Guiding consumers since 2009

Is your fund manager ripping you off?

By Staff Writer
You may be investing your money in unit trusts and other investment funds but do you know how much you are paying in fund management fees? Do you know if your fund manager charges an extra performance fee? What does he/she have to do to attain that performance fee and does the fund manager get nothing if they make a loss on that fund for the year?

 
There are so many questions that investors should ask before they invest in funds. However, if you have investments and have not asked these questions then now is the right time to do so. Angelique Ruzicka interviews David O’Leary director of fund research at Morningstar South Africa about what you can expect when it comes to fees and what you should be asking before you invest in a fund.
 
 
1. What fees are applicable to a fund?
“There are a few fees that apply. There is a management fee, a performance fee and VAT and taxes. The Total Expense Ratio (TER) encompasses all these fees. Typically the fees that apply outside of the TER depend on how you purchased the fund. If you got advice from a financial adviser then you have to pay their fee/commission. If you invested in the fund through a platform such as Glacier then you may have to pay LISP (listed investment services provider) fees.

 
There may also be more charges outside of the TER. One charge that gets excluded from the TER is the fee that you incur when you buy and sell stocks. It’s hard to keep track of these as an investor. It’s not reported on directly. 

 
Another charge is also laid if you want to sell your fund and invest in another. This is to discourage investors from trading too actively as investing in funds should be a medium to long term thing.”

 
2. What’s the best way to compare funds and how much is charged?
“It’s most convenient to compare TERs. It’s a very standard way of comparing funds.”

 
3. What is a reasonable TER charge?
“It’s hard to give a typical TER as it depends on the type of fund that you invest in. The less risky an investment the less you should pay in fees. Just to give you an idea though a domestic equity category anything above 3% TER is expensive and the low end charges is anything below 1%; 1.5-2% is average.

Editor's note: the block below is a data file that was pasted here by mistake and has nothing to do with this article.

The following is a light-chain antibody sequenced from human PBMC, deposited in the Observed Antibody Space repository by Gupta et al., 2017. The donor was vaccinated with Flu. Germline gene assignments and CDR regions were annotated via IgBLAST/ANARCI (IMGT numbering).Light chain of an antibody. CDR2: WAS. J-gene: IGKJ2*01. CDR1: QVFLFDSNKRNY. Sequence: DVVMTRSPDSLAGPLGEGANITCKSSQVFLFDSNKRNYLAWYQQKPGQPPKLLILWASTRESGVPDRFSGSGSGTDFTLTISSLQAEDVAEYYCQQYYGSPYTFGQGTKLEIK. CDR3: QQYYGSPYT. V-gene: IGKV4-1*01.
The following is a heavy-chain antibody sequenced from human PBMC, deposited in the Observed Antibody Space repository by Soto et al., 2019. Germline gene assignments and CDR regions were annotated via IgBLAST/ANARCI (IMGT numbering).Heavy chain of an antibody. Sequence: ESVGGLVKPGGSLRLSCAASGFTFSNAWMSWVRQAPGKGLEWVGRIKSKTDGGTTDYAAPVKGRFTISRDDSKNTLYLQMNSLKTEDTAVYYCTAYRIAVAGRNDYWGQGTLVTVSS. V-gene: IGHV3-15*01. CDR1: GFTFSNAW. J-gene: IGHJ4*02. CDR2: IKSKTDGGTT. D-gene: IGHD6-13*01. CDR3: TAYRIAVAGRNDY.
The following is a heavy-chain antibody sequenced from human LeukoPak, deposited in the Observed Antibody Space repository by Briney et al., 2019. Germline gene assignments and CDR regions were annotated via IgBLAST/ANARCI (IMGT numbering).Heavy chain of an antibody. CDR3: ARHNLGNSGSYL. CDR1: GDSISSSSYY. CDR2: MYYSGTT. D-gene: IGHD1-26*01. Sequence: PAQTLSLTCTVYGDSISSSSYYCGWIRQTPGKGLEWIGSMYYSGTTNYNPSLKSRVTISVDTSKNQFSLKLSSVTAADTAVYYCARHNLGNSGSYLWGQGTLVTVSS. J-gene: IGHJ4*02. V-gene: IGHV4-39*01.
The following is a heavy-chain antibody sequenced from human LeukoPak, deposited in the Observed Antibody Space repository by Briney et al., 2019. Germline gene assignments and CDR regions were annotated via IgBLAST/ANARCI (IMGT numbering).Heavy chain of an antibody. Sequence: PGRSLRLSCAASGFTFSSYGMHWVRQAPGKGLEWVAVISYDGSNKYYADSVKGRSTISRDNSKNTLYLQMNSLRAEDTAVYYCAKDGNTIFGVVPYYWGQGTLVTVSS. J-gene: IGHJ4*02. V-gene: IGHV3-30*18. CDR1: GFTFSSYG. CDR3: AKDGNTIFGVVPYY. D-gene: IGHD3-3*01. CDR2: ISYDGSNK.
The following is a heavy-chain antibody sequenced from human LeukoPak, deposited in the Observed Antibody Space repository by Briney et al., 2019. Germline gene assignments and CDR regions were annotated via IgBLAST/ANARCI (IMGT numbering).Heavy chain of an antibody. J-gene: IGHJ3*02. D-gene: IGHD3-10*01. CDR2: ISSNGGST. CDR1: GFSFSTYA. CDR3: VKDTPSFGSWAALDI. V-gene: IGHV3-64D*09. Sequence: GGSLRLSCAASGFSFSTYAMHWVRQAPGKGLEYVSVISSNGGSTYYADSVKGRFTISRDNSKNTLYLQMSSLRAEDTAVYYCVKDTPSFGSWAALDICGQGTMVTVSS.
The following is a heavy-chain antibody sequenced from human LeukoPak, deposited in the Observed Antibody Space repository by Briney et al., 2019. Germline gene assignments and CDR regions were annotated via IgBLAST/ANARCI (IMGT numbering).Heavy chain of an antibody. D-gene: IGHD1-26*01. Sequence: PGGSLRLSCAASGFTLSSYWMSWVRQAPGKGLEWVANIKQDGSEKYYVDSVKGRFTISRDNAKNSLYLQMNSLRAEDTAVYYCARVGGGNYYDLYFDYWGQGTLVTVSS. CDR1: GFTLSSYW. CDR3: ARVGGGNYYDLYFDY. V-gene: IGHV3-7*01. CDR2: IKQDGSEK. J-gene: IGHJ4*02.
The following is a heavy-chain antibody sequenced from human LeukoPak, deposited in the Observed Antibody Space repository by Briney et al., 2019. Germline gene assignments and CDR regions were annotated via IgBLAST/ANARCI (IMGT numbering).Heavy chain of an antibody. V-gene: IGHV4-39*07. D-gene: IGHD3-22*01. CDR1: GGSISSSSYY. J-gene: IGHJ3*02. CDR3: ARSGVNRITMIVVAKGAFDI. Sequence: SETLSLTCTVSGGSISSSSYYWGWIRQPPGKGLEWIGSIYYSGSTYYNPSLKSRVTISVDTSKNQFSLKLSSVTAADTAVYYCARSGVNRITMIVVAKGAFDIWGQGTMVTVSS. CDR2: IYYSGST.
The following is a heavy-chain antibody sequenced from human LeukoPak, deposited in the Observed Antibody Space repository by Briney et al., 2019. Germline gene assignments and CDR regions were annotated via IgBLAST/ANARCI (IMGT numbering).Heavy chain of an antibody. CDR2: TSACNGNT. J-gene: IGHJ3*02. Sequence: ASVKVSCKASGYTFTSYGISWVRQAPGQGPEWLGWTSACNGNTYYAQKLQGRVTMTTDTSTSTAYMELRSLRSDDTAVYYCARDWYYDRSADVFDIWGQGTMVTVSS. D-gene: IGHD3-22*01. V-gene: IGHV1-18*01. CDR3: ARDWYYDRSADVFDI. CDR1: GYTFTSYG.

“One of the reasons for the variety in charges is that some charge a performance fee while others don’t.”

 
4. Is it a good thing if a manager has a performance fee to work towards?
“It can be a good thing but I am sceptical. They [performance fees] are supposed to align the interests of the portfolio manager but I think a simpler way to do this would be if the investment manager invests his/her own personal money in the fund. We refer to this as ‘co-investment’. However, this is not a disclosure that is required. 

 
“The reason why I am not in favour of performance fees is because it may encourage the manager to take more risk to achieve that performance fee. So in the end you may get some unintended consequences.” 

 
5. Should investors ask if their managers invest in their own funds?
“I think investors should ask it but they may not get far. It’s only through people demanding it that people will get it. I think fund management companies should reveal whether their managers invest in their own funds as they commonly ask companies that they invest in if their directors buy shares in the companies they run. 

 
6. Do you have any tips for our readers? How should they evaluate funds based on their fees?
“I would say eliminate funds with TERs above 3% as that would be you paying too much in fund fees. If a firm has a performance fees for the manager then ask them how it works. Some [performance fees] can go down to zero while others still impose a minimum charge regardless of performance. Find out what will happen if the fund performs poorly. 

 
“When it comes to historical performance of a fund don’t ignore it completely. I believe it does matter but pay more attention to fees and the stewardship of the company. When I refer to stewardship, the key thing is to find out if the company is transparent when it comes to explaining things to its investor base. Does their website have a clear FAQ section? Is their website or the information they are giving you confusing or not reflected well? There is definitely a correlation between how well firms treat their investors and how well their funds perform. Firms that treat their investors with respect generally do well and are better managed. 

 
“Finally, even if you use an advisor look at your investments, visit the fund management company’s website and know what these funds are doing. Pull up some basic information. Just because you have an advisor doesn’t mean you don’t have to do your own research.”

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